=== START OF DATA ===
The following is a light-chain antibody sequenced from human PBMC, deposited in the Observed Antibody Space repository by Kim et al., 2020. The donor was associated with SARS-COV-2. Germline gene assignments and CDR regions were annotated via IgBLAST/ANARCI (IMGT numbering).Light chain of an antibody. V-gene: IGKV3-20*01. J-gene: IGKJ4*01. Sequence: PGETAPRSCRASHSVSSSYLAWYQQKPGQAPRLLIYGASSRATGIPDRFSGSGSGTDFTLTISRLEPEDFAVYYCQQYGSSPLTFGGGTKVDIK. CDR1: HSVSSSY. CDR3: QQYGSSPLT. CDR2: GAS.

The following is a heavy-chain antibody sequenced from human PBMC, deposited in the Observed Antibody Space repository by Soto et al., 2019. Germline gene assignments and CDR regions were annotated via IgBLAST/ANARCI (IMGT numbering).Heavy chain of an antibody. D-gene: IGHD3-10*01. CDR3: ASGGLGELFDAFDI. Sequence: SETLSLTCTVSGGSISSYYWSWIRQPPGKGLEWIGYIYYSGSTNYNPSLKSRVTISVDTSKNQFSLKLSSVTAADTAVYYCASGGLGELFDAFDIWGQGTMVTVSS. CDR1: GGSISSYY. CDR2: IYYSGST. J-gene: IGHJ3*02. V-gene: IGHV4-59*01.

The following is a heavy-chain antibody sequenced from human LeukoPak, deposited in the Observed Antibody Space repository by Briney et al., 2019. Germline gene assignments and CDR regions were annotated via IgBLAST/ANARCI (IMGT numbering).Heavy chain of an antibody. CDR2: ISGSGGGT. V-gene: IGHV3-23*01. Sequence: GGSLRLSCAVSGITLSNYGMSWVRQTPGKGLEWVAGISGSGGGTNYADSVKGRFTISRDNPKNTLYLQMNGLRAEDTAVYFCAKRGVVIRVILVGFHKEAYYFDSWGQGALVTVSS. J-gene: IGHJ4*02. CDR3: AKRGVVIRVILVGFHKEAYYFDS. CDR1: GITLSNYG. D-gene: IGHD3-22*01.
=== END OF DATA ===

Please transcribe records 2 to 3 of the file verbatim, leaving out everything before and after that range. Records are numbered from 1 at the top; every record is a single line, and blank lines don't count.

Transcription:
The following is a heavy-chain antibody sequenced from human PBMC, deposited in the Observed Antibody Space repository by Soto et al., 2019. Germline gene assignments and CDR regions were annotated via IgBLAST/ANARCI (IMGT numbering).Heavy chain of an antibody. D-gene: IGHD3-10*01. CDR3: ASGGLGELFDAFDI. Sequence: SETLSLTCTVSGGSISSYYWSWIRQPPGKGLEWIGYIYYSGSTNYNPSLKSRVTISVDTSKNQFSLKLSSVTAADTAVYYCASGGLGELFDAFDIWGQGTMVTVSS. CDR1: GGSISSYY. CDR2: IYYSGST. J-gene: IGHJ3*02. V-gene: IGHV4-59*01.

The following is a heavy-chain antibody sequenced from human LeukoPak, deposited in the Observed Antibody Space repository by Briney et al., 2019. Germline gene assignments and CDR regions were annotated via IgBLAST/ANARCI (IMGT numbering).Heavy chain of an antibody. CDR2: ISGSGGGT. V-gene: IGHV3-23*01. Sequence: GGSLRLSCAVSGITLSNYGMSWVRQTPGKGLEWVAGISGSGGGTNYADSVKGRFTISRDNPKNTLYLQMNGLRAEDTAVYFCAKRGVVIRVILVGFHKEAYYFDSWGQGALVTVSS. J-gene: IGHJ4*02. CDR3: AKRGVVIRVILVGFHKEAYYFDS. CDR1: GITLSNYG. D-gene: IGHD3-22*01.